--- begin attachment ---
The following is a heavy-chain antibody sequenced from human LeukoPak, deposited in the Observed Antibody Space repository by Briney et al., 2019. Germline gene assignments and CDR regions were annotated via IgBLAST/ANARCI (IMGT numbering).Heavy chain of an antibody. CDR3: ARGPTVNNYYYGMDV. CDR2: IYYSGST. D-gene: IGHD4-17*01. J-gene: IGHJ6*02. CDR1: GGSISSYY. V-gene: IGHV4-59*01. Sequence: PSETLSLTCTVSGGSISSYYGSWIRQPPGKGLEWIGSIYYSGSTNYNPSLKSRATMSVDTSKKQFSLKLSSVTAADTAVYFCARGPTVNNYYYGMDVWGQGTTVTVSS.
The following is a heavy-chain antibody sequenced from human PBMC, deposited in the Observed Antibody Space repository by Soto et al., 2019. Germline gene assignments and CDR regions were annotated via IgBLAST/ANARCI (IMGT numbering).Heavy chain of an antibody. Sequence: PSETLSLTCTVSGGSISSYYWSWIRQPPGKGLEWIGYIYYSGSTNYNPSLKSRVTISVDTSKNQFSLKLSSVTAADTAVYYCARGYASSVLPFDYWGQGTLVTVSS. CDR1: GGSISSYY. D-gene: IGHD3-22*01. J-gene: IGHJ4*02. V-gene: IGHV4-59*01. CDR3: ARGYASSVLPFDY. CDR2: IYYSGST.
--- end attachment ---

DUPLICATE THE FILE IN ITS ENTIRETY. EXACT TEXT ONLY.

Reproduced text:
The following is a heavy-chain antibody sequenced from human LeukoPak, deposited in the Observed Antibody Space repository by Briney et al., 2019. Germline gene assignments and CDR regions were annotated via IgBLAST/ANARCI (IMGT numbering).Heavy chain of an antibody. CDR3: ARGPTVNNYYYGMDV. CDR2: IYYSGST. D-gene: IGHD4-17*01. J-gene: IGHJ6*02. CDR1: GGSISSYY. V-gene: IGHV4-59*01. Sequence: PSETLSLTCTVSGGSISSYYGSWIRQPPGKGLEWIGSIYYSGSTNYNPSLKSRATMSVDTSKKQFSLKLSSVTAADTAVYFCARGPTVNNYYYGMDVWGQGTTVTVSS.
The following is a heavy-chain antibody sequenced from human PBMC, deposited in the Observed Antibody Space repository by Soto et al., 2019. Germline gene assignments and CDR regions were annotated via IgBLAST/ANARCI (IMGT numbering).Heavy chain of an antibody. Sequence: PSETLSLTCTVSGGSISSYYWSWIRQPPGKGLEWIGYIYYSGSTNYNPSLKSRVTISVDTSKNQFSLKLSSVTAADTAVYYCARGYASSVLPFDYWGQGTLVTVSS. CDR1: GGSISSYY. D-gene: IGHD3-22*01. J-gene: IGHJ4*02. V-gene: IGHV4-59*01. CDR3: ARGYASSVLPFDY. CDR2: IYYSGST.